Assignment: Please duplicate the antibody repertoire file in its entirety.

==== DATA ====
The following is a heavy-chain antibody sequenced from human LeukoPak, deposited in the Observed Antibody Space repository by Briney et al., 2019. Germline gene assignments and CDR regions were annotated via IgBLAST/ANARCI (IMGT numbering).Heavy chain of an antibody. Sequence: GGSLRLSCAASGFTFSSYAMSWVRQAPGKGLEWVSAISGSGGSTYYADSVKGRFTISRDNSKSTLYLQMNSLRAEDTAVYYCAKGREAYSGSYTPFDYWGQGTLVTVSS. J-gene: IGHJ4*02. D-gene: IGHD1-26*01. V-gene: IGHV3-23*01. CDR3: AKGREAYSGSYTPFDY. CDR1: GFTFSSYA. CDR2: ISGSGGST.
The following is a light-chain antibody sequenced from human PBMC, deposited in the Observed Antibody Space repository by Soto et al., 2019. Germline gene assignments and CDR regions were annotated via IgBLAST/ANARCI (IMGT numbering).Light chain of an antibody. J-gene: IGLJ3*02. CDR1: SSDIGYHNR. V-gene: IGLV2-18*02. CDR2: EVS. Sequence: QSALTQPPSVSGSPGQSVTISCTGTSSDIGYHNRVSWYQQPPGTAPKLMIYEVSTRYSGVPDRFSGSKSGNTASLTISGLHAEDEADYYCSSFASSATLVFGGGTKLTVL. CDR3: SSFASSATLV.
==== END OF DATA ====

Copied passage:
The following is a heavy-chain antibody sequenced from human LeukoPak, deposited in the Observed Antibody Space repository by Briney et al., 2019. Germline gene assignments and CDR regions were annotated via IgBLAST/ANARCI (IMGT numbering).Heavy chain of an antibody. Sequence: GGSLRLSCAASGFTFSSYAMSWVRQAPGKGLEWVSAISGSGGSTYYADSVKGRFTISRDNSKSTLYLQMNSLRAEDTAVYYCAKGREAYSGSYTPFDYWGQGTLVTVSS. J-gene: IGHJ4*02. D-gene: IGHD1-26*01. V-gene: IGHV3-23*01. CDR3: AKGREAYSGSYTPFDY. CDR1: GFTFSSYA. CDR2: ISGSGGST.
The following is a light-chain antibody sequenced from human PBMC, deposited in the Observed Antibody Space repository by Soto et al., 2019. Germline gene assignments and CDR regions were annotated via IgBLAST/ANARCI (IMGT numbering).Light chain of an antibody. J-gene: IGLJ3*02. CDR1: SSDIGYHNR. V-gene: IGLV2-18*02. CDR2: EVS. Sequence: QSALTQPPSVSGSPGQSVTISCTGTSSDIGYHNRVSWYQQPPGTAPKLMIYEVSTRYSGVPDRFSGSKSGNTASLTISGLHAEDEADYYCSSFASSATLVFGGGTKLTVL. CDR3: SSFASSATLV.